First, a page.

The FDA was informing healthcare professionals and the public about the dangers of Pradaxa for patients with mechanical heart valves. A clinical trial was halted because Pradaxa users were more likely to have strokes, heart attacks, and blood clots.
New York, New York (PRWEB) September 25, 2013
Parker Waichman LLP, a national law firm dedicated to protecting the rights of victims injured by defective drugs, is reporting that the Pradaxa multidistrict litigation (MDL) now under way in U.S. District Court, Southern District of Illinois (In Re: Pradaxa (Dabigatran Etexilate) Products Liability Litigation – MDL No. 2385), is slated to have its next Status Conference on Oct. 8, 2013, according to court documents, which also noted that the court has appointed a mediator for discovery disputes.
“We continue to evaluate cases in which Pradaxa patients suffer from habitual occurrences of severe bleeding, which is allegedly due to ingestion of Pradaxa,” says Parker Waichman LLP, which is currently offering alleged victims of Pradaxa bleeding free legal evaluations.
The U.S. Food and Drug Administration (FDA) approved Pradaxa in August 2010; it is a blood-thinning (anticoagulant) medication used to reduce the risk of stroke in patients with non-valvular atrial fibrillation (AF), the most common type of heart rhythm abnormality. The drug got a large boost in sales when it reached the market as it was then considered a more effective treatment for preventing strokes than older medications, such as the onetime gold-standard Coumadin, as Bloomberg noted in a Dec. 11, 2012, report. However, Bloomberg added, while warfarin bleeding can be stopped via the administration of vitamin K, there is no antidote for stopping Pradaxa bleeding, making these events potentially far more deadly.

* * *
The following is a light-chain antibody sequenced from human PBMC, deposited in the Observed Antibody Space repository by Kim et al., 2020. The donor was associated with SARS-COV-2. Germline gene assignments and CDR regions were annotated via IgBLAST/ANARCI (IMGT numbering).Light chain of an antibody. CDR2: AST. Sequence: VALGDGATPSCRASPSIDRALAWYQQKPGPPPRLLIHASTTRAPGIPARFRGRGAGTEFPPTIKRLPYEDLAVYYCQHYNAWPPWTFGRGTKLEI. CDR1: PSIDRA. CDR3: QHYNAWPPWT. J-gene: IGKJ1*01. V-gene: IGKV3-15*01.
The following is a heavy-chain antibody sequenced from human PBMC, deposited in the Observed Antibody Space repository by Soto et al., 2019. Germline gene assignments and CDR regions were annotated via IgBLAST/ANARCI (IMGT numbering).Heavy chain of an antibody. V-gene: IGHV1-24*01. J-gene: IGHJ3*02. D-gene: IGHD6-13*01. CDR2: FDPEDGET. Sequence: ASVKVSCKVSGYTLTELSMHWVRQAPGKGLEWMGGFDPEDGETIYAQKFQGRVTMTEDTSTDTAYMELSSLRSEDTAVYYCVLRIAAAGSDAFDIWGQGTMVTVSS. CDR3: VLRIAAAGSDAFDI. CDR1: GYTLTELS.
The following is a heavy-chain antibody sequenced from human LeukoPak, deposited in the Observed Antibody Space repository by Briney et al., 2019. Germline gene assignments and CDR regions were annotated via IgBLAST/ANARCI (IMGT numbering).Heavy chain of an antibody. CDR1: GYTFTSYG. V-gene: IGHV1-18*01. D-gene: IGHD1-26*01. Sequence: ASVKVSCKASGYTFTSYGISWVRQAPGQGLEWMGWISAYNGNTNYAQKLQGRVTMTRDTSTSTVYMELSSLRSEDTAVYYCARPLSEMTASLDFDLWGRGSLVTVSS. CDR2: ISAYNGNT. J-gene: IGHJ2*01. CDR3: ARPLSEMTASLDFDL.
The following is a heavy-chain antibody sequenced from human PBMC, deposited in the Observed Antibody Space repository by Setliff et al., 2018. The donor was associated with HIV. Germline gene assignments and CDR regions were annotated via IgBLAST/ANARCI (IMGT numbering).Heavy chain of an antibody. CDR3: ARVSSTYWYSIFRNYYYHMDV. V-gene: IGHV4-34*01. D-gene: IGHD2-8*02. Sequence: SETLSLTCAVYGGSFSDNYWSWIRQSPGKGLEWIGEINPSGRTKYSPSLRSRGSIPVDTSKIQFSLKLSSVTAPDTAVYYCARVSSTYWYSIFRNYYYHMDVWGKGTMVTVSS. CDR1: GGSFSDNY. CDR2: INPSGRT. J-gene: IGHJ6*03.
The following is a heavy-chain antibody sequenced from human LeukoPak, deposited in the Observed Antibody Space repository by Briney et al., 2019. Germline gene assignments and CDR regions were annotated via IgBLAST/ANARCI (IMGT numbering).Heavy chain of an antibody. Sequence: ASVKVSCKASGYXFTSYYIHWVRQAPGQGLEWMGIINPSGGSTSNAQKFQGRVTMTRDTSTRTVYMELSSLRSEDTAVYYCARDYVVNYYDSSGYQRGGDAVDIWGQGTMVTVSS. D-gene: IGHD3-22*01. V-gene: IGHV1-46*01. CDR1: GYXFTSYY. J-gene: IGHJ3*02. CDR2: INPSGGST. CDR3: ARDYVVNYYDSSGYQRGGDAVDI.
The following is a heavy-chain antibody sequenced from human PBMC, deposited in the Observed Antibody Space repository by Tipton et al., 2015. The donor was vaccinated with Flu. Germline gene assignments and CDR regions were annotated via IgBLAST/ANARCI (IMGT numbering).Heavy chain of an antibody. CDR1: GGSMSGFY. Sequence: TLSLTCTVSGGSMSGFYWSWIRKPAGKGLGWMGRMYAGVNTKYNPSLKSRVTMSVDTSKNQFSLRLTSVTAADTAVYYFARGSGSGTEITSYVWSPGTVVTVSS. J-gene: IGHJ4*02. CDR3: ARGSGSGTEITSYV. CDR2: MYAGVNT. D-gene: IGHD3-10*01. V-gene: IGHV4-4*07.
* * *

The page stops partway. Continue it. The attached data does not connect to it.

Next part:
Two years following its debut, Pradaxa and the FDA were both under fire. A study appearing in the Sept. 5, 2012Journal of the American Medical Association noted that the FDA’s expedited drug development process raised questions about whether the FDA truly had the public’s safety in mind when it allowed new drugs on the market.
By Dec. 19, 2012, the FDA was informing healthcare professionals and the public about the dangers of Pradaxa for patients with mechanical heart valves. A clinical trial in Europe was halted because Pradaxa users were more likely to experience strokes, heart attacks, and blood clots than were users of warfarin, another anticoagulant medication sold under the brand name Coumadin. Pradaxa users also experienced more bleeding after valve surgery
Bloomberg.com has since reported that the drug has been the subject of several safety alerts in the U.S. and abroad regarding the internal bleeding that can accompany its use. A study published by the Institute for Safe Medicine Practices on Jan. 9, 2013, reported that Pradaxa bleeding is five times more likely to be fatal than warfarin bleeding.
Other studies found additional adverse side effects related to Pradaxa. One study found that the blood thinner may actually increase one’s risks of viral infections, as well as the infection’s severity. University of North Carolina researchers discovered that Pradaxa blocks a critical component in the human blood clotting system – which may increase viral infection risks. Increased risks were seen for the flu and the viral heart infection called myocarditis, which is a significant cause of sudden death in children and young adults, News-Medical.Net reported on April 2, 2013.
Parker Waichman LLP is offering free lawsuit consultations to victims of Pradaxa bleeding side effects. If you or a loved one took Pradaxa and experienced a life-threatening bleeding event, please visit the firm's Pradaxa internal bleeding page at yourlawyer.com. Free case evaluations are also available by calling 1-800-LAW-INFO (1-800-529-4636).
Parker Waichman LLP
Gary Falkowitz, Managing Attorney